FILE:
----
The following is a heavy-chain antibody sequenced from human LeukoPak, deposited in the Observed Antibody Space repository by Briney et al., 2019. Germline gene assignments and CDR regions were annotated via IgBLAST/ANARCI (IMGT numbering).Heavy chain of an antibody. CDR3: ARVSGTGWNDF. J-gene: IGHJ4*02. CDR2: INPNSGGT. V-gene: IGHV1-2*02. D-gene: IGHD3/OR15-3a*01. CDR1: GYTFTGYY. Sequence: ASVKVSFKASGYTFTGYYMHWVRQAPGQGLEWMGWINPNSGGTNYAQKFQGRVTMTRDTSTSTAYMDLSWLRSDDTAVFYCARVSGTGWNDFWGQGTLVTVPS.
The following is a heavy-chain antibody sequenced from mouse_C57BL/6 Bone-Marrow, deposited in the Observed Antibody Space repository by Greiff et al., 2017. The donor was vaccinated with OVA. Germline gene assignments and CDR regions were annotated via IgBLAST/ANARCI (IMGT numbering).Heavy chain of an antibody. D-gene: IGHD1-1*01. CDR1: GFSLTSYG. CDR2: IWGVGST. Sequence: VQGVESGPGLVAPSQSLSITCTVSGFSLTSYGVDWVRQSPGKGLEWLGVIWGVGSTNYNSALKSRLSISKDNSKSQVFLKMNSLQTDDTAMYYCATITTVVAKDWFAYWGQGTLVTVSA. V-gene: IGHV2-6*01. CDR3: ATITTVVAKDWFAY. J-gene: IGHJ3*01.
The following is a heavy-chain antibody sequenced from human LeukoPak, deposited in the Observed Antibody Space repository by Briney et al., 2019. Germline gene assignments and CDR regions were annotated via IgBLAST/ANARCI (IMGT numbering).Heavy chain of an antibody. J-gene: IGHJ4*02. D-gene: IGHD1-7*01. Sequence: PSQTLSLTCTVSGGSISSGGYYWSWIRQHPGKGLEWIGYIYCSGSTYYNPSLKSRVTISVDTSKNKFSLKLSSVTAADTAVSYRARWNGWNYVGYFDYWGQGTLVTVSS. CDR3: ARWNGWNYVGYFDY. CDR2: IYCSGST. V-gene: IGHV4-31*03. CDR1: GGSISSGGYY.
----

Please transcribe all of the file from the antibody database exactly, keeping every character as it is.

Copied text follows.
The following is a heavy-chain antibody sequenced from human LeukoPak, deposited in the Observed Antibody Space repository by Briney et al., 2019. Germline gene assignments and CDR regions were annotated via IgBLAST/ANARCI (IMGT numbering).Heavy chain of an antibody. CDR3: ARVSGTGWNDF. J-gene: IGHJ4*02. CDR2: INPNSGGT. V-gene: IGHV1-2*02. D-gene: IGHD3/OR15-3a*01. CDR1: GYTFTGYY. Sequence: ASVKVSFKASGYTFTGYYMHWVRQAPGQGLEWMGWINPNSGGTNYAQKFQGRVTMTRDTSTSTAYMDLSWLRSDDTAVFYCARVSGTGWNDFWGQGTLVTVPS.
The following is a heavy-chain antibody sequenced from mouse_C57BL/6 Bone-Marrow, deposited in the Observed Antibody Space repository by Greiff et al., 2017. The donor was vaccinated with OVA. Germline gene assignments and CDR regions were annotated via IgBLAST/ANARCI (IMGT numbering).Heavy chain of an antibody. D-gene: IGHD1-1*01. CDR1: GFSLTSYG. CDR2: IWGVGST. Sequence: VQGVESGPGLVAPSQSLSITCTVSGFSLTSYGVDWVRQSPGKGLEWLGVIWGVGSTNYNSALKSRLSISKDNSKSQVFLKMNSLQTDDTAMYYCATITTVVAKDWFAYWGQGTLVTVSA. V-gene: IGHV2-6*01. CDR3: ATITTVVAKDWFAY. J-gene: IGHJ3*01.
The following is a heavy-chain antibody sequenced from human LeukoPak, deposited in the Observed Antibody Space repository by Briney et al., 2019. Germline gene assignments and CDR regions were annotated via IgBLAST/ANARCI (IMGT numbering).Heavy chain of an antibody. J-gene: IGHJ4*02. D-gene: IGHD1-7*01. Sequence: PSQTLSLTCTVSGGSISSGGYYWSWIRQHPGKGLEWIGYIYCSGSTYYNPSLKSRVTISVDTSKNKFSLKLSSVTAADTAVSYRARWNGWNYVGYFDYWGQGTLVTVSS. CDR3: ARWNGWNYVGYFDY. CDR2: IYCSGST. V-gene: IGHV4-31*03. CDR1: GGSISSGGYY.